One of the coolest things about rock lead guitar is that a little sleight of hand not only makes fast phrases easier to play, it often makes them sound more natural, too. For instance, if you play the zippy ascending run in Ex. 1 accurately and with a confident attack, almost none of your listeners will notice or care that you didn’t pick every note.
That’s right, you cheated—at least by the standards of alternating picking purists. Like a lava-blooded, late-’70s Uli Jon Roth or Edward Van Halen, you slurred the second note in each sixteenth-note triplet by hammering it instead of actually picking it, and the lick still rocked. (By the way, if the example looks at all note-y or daunting written out, you’ll be relieved to discover its general fretboard pattern is a simple, symmetrical one, as outlined in the grid in Ex. 2.)
There are, of course, other gratifying ways of sneaking hammers into single-note runs. Retaining the first example’s picking pattern for each triplet—a pick downstroke followed by a hammered note followed by a pick upstroke—rephrase the line by shifting the notes one pulse earlier in time. This results in Ex. 3, which features a pickup note played with a pick upstroke just before the first bar line. (Remember: The downbeats always occur on pick downstrokes.) At steep tempos, this pattern is even easier to pick than the first one, because it gives your pick more time to skip to the next string, as the jump occurs during the hammered note. For the best sound with both examples, accent the down-picked notes. Experiment, and be sure to apply these patterns to your favorite three-notes-perstring scale shapes.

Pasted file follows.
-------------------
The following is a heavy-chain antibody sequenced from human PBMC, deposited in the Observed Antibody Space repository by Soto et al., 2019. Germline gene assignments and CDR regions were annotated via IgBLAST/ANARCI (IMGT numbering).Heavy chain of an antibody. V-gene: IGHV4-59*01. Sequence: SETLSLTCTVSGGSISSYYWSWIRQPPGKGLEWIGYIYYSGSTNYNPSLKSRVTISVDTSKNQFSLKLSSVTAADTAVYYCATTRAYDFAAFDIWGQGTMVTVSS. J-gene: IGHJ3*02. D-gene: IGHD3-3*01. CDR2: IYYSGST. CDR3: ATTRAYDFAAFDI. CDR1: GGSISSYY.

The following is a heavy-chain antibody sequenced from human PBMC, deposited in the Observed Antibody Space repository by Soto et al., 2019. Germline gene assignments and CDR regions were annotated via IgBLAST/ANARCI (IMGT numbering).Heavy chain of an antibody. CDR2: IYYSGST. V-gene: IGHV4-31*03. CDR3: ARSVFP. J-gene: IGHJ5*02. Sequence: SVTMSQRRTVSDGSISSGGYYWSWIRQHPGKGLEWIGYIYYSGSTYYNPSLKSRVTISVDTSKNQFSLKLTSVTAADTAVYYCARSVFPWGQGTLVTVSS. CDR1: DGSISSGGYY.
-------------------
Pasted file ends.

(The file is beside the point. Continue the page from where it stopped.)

Now, let’s look at how to sneak hidden hammers into non-scalar triplet sixteenths, such as those Jason Becker picks so nimbly in his solo on David Lee Roth’s blazingfast boogie, “It’s Showtime.” I was tasked with playing this very solo at Becker’s Not Dead Yet festival in San Francisco earlier this year, and I discovered that at a million beats per minute (give or take), this lesson’s “hammered note replacement therapy” tactic is more than a little handy.
Take, for instance, Ex. 4. Featuring a “hammer-on from nowhere” (as Greg Howe would call it) on the 5th fret of the third string, this line is worth looping.
Prize evenness, and observe how the hammered string skip makes the lick more manageable at Roadrunner speeds. Then, see if you can spy the same phrase hiding in the longer “Showtime”-style line in Ex. 5.
Before we wrap up, let’s downshift to straight sixteenths (four pulses per downbeat—“ one-ee-and-a, two-ee-and-a,” etc.). Using a pick downstroke followed by a hammered note, a three-string triadic arpeggio such as Ex. 6 becomes easy to play fast.
The pattern repeats: downstroke, hammer, downstroke, hammer, etc. Pursue this approach, and you’ll find it makes elaborate string-skipping lines such as Ex. 7 a dream to play.